The effect of falling profits in crises:
We mentioned at the beginning the nature of production under a capitalist system. Very simply put, production is contingent on profitability. Furthermore, the capitalist (in general rather than personal terms) does not value wealth in the same way as a feudal aristocrat. For a capitalist, wealth begets more wealth as the increased value of M1 is thrown back into production to grow and expand his enterprise. This makes capitalism especially susceptible to crises.
The capitalist measures the success of a venture according to the difference between the wealth at the start (M) and that at the end (M1). Unless this difference (lets call it D) is positive the capitalist will have made a loss. Therefore, he is concerned with the fraction of D/M, or the rate of profit. Thus, a falling rate of profit removes the incentive to invest and expand and causes a crisis in one part of the system. Given the inter-relatedness of capitalist economies, it is possible for this crisis to become widespread, just as we have seen in recent years. If profit rates fall in all industries then nothing will be gained from moving capital from one to another and the result will be a crisis.
Finally, because individual capitalists are driven by the profit motive they will take only secondary account of what everyone else is doing. If the rate of profit drops in one industry, it is perfectly likely for a flood of capital to flow into another one leading to overproduction in that industry. If commodities become subject to overproduction their price will fall and this will cut further into the rate of profit. This is known as a ‘realisation crisis’ because the surplus value in commodities will not become fully ‘realised’ in the act of selling. This is because their new price will not reflect the old cost of production; this crisis stems from the fact that in capitalism sale and purchase are separated both in space and time. If a capitalist buys raw materials but is later unable to sell his commodities he will have ‘overproduced’.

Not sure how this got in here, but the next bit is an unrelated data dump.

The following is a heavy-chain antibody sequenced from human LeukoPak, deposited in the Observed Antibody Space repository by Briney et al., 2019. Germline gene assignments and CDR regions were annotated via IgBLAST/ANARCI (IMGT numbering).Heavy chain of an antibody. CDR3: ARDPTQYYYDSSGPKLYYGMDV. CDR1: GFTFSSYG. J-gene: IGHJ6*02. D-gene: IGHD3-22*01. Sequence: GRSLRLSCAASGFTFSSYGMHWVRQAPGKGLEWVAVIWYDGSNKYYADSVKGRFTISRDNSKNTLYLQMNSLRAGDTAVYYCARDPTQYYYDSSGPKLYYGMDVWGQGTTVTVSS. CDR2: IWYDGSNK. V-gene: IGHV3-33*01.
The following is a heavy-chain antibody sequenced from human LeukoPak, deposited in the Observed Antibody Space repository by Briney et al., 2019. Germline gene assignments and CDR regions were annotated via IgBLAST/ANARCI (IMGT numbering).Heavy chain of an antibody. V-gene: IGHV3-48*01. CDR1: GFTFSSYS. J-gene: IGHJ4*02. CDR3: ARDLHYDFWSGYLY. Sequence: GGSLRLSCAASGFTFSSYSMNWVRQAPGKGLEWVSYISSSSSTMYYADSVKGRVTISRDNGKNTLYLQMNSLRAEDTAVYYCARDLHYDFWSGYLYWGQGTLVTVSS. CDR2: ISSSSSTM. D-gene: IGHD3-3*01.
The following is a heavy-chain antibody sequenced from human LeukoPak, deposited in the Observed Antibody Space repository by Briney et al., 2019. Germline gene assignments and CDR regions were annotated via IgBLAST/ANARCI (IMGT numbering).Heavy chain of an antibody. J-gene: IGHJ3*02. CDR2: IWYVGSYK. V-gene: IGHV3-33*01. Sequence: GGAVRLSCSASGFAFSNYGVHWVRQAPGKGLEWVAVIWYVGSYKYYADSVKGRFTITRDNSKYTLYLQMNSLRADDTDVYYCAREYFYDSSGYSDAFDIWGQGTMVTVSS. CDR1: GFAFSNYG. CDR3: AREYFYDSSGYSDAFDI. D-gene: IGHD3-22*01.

It is clear from the range of forces operating in the capitalist system that crisis can stem from any one or any combination of elements and it is the job of the economic historian and not of the abstract theorist to determine the root causes of a crisis. However, a clear theoretical perspective is necessary to avoid superficial analyses like the sort prevalent in the current bourgeois press. Of course, anything short of book-length cannot hope to cover all the necessary ground but hopefully this overview will serve as an elucidation and explanation of some of the most important concepts in Marxian political economy.